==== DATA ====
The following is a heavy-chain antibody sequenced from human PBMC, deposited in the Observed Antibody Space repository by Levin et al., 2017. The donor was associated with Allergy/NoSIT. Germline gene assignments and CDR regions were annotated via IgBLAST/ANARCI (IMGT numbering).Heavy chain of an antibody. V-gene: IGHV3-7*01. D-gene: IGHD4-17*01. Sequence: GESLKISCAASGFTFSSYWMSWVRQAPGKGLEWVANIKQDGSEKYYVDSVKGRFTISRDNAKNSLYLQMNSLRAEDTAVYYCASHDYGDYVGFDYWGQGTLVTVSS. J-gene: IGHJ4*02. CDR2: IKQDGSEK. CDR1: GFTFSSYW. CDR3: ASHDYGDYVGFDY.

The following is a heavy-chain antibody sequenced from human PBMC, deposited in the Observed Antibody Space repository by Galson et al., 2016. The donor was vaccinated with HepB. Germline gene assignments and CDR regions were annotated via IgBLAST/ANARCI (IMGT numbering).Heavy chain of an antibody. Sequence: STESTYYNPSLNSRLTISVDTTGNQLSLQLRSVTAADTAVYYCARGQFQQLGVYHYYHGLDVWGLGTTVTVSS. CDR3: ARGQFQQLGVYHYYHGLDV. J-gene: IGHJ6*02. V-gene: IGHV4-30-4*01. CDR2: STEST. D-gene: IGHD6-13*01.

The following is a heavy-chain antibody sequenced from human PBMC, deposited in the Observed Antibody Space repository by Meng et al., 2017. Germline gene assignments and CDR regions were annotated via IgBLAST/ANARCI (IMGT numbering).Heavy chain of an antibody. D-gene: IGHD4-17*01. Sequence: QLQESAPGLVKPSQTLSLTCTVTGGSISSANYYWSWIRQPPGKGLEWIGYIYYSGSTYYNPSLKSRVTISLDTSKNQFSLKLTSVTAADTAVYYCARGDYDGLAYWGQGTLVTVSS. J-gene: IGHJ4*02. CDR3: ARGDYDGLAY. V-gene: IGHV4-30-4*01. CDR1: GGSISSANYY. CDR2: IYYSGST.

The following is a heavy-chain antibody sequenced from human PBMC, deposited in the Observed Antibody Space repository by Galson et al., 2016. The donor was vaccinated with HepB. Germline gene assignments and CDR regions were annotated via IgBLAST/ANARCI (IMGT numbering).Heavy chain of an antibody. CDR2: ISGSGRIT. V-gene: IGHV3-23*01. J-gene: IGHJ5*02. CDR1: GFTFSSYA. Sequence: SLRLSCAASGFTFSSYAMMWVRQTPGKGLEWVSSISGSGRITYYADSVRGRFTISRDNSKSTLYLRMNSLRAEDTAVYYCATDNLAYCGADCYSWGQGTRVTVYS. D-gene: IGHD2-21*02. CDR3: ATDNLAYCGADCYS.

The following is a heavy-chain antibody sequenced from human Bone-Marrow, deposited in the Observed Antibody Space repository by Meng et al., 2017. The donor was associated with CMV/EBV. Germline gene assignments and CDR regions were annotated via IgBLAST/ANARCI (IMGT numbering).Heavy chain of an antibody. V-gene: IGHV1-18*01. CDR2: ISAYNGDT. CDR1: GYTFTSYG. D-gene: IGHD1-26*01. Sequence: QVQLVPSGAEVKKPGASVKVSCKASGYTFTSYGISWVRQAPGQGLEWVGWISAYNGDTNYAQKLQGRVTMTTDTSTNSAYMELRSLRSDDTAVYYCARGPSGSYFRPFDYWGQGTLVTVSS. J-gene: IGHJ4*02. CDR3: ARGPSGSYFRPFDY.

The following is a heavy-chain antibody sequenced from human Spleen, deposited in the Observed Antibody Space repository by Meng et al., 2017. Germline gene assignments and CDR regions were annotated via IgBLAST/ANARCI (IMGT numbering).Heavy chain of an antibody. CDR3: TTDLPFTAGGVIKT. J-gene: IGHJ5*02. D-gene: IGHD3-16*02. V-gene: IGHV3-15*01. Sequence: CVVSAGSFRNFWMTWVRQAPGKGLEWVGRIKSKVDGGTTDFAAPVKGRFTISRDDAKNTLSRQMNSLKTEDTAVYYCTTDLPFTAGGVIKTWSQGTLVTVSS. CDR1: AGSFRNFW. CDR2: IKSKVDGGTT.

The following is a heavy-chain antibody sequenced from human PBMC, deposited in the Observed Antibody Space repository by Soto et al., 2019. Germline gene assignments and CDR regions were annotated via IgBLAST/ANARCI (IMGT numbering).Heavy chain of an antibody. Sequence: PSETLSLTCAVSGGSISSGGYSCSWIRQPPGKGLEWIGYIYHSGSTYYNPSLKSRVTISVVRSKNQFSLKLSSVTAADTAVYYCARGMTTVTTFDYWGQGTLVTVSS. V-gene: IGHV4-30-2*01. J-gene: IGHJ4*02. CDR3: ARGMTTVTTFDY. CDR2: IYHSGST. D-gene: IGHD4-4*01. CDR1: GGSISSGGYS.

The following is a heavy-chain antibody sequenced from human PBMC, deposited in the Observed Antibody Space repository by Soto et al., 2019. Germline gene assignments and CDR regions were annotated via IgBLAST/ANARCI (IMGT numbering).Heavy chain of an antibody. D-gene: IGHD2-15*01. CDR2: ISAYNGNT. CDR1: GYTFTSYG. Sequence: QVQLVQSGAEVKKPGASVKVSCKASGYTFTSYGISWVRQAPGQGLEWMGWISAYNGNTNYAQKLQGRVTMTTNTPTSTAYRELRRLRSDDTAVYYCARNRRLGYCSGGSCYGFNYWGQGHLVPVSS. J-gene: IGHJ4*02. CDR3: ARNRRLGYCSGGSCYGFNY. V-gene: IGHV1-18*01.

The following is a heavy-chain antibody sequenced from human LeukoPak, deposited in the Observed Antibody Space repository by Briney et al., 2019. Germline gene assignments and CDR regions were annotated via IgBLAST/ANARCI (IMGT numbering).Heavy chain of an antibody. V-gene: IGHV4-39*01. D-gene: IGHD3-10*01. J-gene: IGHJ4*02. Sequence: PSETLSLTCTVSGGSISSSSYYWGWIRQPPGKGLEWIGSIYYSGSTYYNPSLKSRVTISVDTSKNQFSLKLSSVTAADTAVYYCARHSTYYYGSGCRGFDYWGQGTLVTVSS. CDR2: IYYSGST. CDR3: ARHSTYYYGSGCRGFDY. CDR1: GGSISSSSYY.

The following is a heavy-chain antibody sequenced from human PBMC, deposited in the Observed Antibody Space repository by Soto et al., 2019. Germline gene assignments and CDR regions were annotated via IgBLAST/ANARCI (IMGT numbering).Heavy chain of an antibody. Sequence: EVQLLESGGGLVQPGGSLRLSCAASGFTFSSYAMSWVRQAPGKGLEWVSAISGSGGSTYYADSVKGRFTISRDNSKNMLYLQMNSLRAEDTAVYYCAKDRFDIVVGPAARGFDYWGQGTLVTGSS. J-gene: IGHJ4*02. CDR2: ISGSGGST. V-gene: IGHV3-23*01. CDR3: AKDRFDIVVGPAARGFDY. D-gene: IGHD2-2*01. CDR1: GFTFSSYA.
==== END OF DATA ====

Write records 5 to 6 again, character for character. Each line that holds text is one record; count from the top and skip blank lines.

The following is a heavy-chain antibody sequenced from human Bone-Marrow, deposited in the Observed Antibody Space repository by Meng et al., 2017. The donor was associated with CMV/EBV. Germline gene assignments and CDR regions were annotated via IgBLAST/ANARCI (IMGT numbering).Heavy chain of an antibody. V-gene: IGHV1-18*01. CDR2: ISAYNGDT. CDR1: GYTFTSYG. D-gene: IGHD1-26*01. Sequence: QVQLVPSGAEVKKPGASVKVSCKASGYTFTSYGISWVRQAPGQGLEWVGWISAYNGDTNYAQKLQGRVTMTTDTSTNSAYMELRSLRSDDTAVYYCARGPSGSYFRPFDYWGQGTLVTVSS. J-gene: IGHJ4*02. CDR3: ARGPSGSYFRPFDY.

The following is a heavy-chain antibody sequenced from human Spleen, deposited in the Observed Antibody Space repository by Meng et al., 2017. Germline gene assignments and CDR regions were annotated via IgBLAST/ANARCI (IMGT numbering).Heavy chain of an antibody. CDR3: TTDLPFTAGGVIKT. J-gene: IGHJ5*02. D-gene: IGHD3-16*02. V-gene: IGHV3-15*01. Sequence: CVVSAGSFRNFWMTWVRQAPGKGLEWVGRIKSKVDGGTTDFAAPVKGRFTISRDDAKNTLSRQMNSLKTEDTAVYYCTTDLPFTAGGVIKTWSQGTLVTVSS. CDR1: AGSFRNFW. CDR2: IKSKVDGGTT.